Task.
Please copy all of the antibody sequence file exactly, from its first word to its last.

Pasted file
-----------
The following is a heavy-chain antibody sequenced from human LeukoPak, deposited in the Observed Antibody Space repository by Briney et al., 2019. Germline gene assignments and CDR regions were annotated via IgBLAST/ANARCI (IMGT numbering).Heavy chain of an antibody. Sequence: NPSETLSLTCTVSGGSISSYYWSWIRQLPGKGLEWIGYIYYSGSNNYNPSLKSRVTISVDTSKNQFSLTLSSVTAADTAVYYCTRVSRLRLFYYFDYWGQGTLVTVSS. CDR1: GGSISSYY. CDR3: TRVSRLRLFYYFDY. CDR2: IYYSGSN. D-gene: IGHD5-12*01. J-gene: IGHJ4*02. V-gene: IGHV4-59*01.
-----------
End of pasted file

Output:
The following is a heavy-chain antibody sequenced from human LeukoPak, deposited in the Observed Antibody Space repository by Briney et al., 2019. Germline gene assignments and CDR regions were annotated via IgBLAST/ANARCI (IMGT numbering).Heavy chain of an antibody. Sequence: NPSETLSLTCTVSGGSISSYYWSWIRQLPGKGLEWIGYIYYSGSNNYNPSLKSRVTISVDTSKNQFSLTLSSVTAADTAVYYCTRVSRLRLFYYFDYWGQGTLVTVSS. CDR1: GGSISSYY. CDR3: TRVSRLRLFYYFDY. CDR2: IYYSGSN. D-gene: IGHD5-12*01. J-gene: IGHJ4*02. V-gene: IGHV4-59*01.